In relation to our last class session and what it has to do particularly with logistic warehouses, cross – docking is an alternative that is configured and positioned within the logistic sector and the supply chain. Cross docking (also called dock crossing), refers to a logistic technique in which storage time is non-existent or limited. In short, it seeks the possibility of carrying out the entire logistics process in the shortest possible time and without having to incur higher storage costs.
Cross-docking can be adapted to any merchandise: it does not matter if it is raw materials, finished articles or components destined for factories, physical stores or final customers. Following the cross-docking strategy, the goods remain in the warehouse for a very short time after receipt. Furthermore, with this methodology, it is not placed on the shelves and therefore it is not necessary to carry out the picking process. This is the origin of the term in English, since the operation only requires crossing the docks of the warehouse.
¿ How do cross-docking operations work?
In a traditional supply chain, the warehouse represents a key link connecting suppliers (supply) to consumers (demand). This flow is discontinuous, since supply and demand are not synchronized and the link is based on the figure of the warehouse. The goods are stored there until the demand is activated.
However, the advance of information systems and software applied to logistics has led to increasingly agile and integrated supply chains. It is in this context that cross-docking becomes popular, since the key to the success of this working methodology is the perfect coordination of all those involved: suppliers, warehousemen, transporters and end users.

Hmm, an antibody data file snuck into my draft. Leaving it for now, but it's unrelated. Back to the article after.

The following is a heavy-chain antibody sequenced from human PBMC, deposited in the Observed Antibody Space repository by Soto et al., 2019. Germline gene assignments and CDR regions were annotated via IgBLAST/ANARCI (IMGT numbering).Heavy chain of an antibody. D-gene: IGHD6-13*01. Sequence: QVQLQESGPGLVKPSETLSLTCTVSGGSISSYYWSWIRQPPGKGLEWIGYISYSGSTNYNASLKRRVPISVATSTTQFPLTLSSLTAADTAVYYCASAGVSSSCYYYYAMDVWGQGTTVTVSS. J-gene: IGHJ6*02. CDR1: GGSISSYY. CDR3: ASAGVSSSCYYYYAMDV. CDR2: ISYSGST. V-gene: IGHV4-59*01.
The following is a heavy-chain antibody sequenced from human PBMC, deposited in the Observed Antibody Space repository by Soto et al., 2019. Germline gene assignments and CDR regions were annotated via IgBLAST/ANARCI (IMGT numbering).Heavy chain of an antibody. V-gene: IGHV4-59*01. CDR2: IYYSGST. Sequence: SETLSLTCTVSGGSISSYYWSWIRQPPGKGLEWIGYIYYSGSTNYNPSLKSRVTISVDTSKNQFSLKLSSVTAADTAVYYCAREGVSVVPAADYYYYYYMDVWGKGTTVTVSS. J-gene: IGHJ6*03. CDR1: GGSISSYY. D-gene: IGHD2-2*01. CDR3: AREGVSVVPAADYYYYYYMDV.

Phases of cross-docking
In general we can conclude that the main phases of the cross-docking operation are:
- Distribution scheduling by suppliers.
- Reception of the goods in the warehouse.
- Recording and reviewing of cargo received as part of the quality control procedure.
- Repacking, consolidation of orders (if necessary) and dispatch of the goods
Types of cross-docking
The cross-docking activity can be carried out with different loading units (pallets, boxes, kits…). There are different ways to organize the types of cross-docking, but if we look at the steps required to perform it, we can highlight.
Pre-distributed cross-docking: The pre-distributed one represents the most basic cross-docking model. In it, the load units are already prepared and organized by the supplier taking into account the final demand. Therefore, the cross-docking operation is limited to receiving the goods and dispatching them without further intervention by the warehouse workers.
Consolidated cross-docking: In a consolidated cross-docking scheme, the goods do have to be handled to adapt them to the requirements of the end customer. Then, the load units received are transferred to a cross-docking zone or conditioning area where theya are examined and adjusted to the orders demanded.
This may involve organizing pallets from smaller loading units or vice versa: dividing the goods into individual packages or product kits.
Hybrid Cross-Docking: This is a more complex type of cross-docking that involves preparing orders in the conditioning area by taking part of the
goods from the trucks received and part of those already stored in the facility. In these cases, the goods received can be moved to a temporary storage area instead of directly applying cross-docking.